Comparative Biosciences

Comparative Biosciences is creating the future of science and medicine, extending new knowledge into real-life applications to improve the health of animals and people.

Department of Comparative Biosciences

3516 Veterinary Medicine Basic Sciences Bldg.
2001 South Lincoln Avenue
Urbana, IL 61802

P: 217-333-2506

Uwe Rudolph
Dr med
Professor and Head

For information, contact urudolph@illinois.edu.

Welcome! Our department is a place where students and researchers pursue advances in comparative medicine, from basic science discovery through regulatory approval and successful application to human and animal health. We invite you to learn more about our work.

 Mission | Areas of Focus | Faculty | Key Collaborations | News

 

Mission

  • Instruct┬áveterinary and graduate students in the pre-clinical sciences of gross anatomy, histology, developmental anatomy, neurobiology, physiology, pharmacology and toxicology
  • Conduct original, cutting-edge research on critical problems of animal, human, and environmental health
  • Sustain a university-leading program in comparative biomedical training and research
  • Participate in leadership and governance of professional and scientific societies as well as of the department, college, and university

 

Areas of Focus

The majority of our faculty work within several interconnected fields of interest. We bring a broad range of techniques and approaches to bear on these core areas: from micro-RNA to animal and human patient epidemiology, and from cellular biology to applied clinical pharmacology and animal behavior. Experimental models used in the department vary from stem cells to rodent, frog, and zebrafish models to domestic animals, wildlife, and large prospective trials involving human patients.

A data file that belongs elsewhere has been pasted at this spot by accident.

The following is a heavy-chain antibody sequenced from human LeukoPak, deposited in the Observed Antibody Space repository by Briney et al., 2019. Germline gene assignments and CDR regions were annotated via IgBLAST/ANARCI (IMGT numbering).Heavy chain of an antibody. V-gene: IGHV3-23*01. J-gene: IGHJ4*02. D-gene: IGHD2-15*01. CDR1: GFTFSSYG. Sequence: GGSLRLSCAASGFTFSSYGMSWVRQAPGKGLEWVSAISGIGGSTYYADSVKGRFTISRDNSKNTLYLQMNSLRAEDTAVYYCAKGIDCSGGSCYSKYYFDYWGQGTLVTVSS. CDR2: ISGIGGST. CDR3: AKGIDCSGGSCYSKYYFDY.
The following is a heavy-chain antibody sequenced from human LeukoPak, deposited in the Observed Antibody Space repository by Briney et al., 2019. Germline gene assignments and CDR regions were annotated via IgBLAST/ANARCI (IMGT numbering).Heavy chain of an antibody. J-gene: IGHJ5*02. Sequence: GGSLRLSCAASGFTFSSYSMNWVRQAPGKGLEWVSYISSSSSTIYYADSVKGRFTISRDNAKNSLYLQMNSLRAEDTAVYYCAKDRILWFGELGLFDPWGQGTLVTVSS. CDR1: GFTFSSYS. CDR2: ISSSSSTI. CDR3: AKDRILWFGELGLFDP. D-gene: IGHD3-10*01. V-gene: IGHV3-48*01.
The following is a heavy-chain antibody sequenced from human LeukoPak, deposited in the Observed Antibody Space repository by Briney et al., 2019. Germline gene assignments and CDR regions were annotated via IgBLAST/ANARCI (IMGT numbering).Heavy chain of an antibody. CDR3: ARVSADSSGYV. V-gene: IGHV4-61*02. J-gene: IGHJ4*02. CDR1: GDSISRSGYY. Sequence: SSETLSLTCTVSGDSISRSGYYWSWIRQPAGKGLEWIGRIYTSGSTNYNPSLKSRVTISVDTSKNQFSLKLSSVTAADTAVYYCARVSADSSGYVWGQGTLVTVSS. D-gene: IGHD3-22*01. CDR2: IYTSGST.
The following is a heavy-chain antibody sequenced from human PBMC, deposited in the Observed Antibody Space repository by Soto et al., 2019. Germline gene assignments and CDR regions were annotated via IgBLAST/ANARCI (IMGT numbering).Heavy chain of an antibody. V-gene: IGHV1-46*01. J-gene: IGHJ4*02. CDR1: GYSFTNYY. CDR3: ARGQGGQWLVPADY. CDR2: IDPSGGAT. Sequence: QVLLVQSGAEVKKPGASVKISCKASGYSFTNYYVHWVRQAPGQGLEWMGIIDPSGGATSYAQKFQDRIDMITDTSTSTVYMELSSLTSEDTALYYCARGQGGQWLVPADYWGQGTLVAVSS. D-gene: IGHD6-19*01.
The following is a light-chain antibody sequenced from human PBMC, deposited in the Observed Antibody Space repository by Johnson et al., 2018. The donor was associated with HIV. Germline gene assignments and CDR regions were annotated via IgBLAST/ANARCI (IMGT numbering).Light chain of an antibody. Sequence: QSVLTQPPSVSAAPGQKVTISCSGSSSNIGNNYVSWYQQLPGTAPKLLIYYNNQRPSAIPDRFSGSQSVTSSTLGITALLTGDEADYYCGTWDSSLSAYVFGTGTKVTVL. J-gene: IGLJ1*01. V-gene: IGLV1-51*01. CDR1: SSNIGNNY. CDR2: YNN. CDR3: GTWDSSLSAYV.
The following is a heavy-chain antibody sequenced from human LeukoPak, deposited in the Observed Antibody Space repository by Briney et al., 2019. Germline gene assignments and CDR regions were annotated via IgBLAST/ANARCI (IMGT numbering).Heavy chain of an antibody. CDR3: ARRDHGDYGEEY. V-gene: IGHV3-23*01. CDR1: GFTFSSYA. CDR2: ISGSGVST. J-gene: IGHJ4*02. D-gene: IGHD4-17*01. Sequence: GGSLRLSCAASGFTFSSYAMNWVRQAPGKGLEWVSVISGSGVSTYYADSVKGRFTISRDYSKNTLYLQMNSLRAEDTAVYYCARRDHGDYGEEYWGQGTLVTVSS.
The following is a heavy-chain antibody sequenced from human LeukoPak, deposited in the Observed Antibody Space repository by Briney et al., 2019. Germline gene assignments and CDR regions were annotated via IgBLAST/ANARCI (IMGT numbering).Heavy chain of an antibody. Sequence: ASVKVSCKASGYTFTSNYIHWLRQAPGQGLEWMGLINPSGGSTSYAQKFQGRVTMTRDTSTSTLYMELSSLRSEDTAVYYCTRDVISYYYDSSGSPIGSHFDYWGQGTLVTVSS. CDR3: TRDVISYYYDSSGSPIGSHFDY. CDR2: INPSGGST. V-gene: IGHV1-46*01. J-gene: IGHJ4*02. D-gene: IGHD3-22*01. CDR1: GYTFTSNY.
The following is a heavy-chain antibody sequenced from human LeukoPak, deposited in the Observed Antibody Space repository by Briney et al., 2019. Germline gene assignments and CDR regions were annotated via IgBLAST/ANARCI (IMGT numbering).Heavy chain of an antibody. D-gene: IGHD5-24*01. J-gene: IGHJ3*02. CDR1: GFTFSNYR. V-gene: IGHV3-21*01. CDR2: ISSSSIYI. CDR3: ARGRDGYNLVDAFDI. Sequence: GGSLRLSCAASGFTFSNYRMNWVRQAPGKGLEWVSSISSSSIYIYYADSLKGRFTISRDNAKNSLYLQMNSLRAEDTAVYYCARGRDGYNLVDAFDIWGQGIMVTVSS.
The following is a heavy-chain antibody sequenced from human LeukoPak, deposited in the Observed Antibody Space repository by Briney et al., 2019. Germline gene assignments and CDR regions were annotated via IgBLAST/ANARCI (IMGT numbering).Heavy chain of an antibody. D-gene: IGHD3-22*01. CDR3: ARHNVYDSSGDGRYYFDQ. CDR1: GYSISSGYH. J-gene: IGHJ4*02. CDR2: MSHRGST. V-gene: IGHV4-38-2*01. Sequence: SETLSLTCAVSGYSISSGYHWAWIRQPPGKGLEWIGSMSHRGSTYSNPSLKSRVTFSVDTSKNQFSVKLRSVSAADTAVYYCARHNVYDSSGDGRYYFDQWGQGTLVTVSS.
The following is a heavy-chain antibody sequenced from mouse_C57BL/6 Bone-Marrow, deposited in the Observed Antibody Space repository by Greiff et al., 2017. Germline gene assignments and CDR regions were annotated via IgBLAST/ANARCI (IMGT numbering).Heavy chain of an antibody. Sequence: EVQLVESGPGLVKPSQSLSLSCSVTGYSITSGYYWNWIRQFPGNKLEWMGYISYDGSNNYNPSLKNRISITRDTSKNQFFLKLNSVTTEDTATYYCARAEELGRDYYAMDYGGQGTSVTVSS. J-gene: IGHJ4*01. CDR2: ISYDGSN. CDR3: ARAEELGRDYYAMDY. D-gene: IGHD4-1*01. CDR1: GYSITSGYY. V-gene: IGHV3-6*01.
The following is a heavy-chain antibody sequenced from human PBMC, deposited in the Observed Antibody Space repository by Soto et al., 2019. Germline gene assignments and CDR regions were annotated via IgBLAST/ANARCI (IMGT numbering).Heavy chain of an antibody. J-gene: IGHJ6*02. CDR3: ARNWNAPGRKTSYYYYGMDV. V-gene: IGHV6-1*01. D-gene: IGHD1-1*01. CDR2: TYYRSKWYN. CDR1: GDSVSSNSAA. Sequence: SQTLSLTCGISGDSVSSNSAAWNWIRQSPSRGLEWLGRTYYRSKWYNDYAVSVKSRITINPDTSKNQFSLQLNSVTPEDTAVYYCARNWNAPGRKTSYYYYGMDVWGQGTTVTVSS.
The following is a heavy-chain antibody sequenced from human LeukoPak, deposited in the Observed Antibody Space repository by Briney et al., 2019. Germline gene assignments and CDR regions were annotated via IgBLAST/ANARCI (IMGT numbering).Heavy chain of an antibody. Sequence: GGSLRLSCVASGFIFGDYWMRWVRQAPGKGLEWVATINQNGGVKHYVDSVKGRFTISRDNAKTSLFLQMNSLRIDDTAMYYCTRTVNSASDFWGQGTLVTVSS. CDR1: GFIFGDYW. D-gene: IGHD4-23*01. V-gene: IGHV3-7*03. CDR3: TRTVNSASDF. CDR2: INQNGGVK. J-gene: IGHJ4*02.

Neuroscience

  • Current projects: Impact of environmental and dietary compounds on neurodevelopment, sexual differentiation of brain and behaviors; neurochemistry of cannabinoids, neuroimmunology, neurophysiology of motivated behavior and cognition, Brain mechanisms underlying complex behaviors. Function of brain circuits, Role of neurotransmitters and neurotransmitter receptors in health and disease
  • Faculty: Andrea Aguilar, Paul Bonthuis, Aditi Das, Howard Gritton, Makoto Inoue, Megan Mahoney, Uwe Rudolph

Environmental Health and Toxicology

Pharmacology, Experimental Therapeutics and Cancer Biology

  • Current projects: Mechanisms of response and resistance to novel cancer therapeutics, cancer epigenetics, phospholipid remodeling and cholesterol metabolism in cancer, mitotic/meiotic checkpoints and DNA repair, hormones and nuclear receptors in cancer, the microbiome and cancer, tumor immunology, pharmacology and experimental therapeutics of endocannabinoids, Pharmacological functions of neurotransmitter receptor subtypes, Cell-type and brain circuit-specific neuropharmacology, Pharmacology of postoperative cognitive dysfunction
  • Faculty: Indrani Bagchi, Aditi Das, Sarah Freemantle, Makoto Inoue, Wenyan Mei, Huanyu (Joe) Qiao, Michael Spinella, Uwe Rudolph

Developmental and Stem Cell Research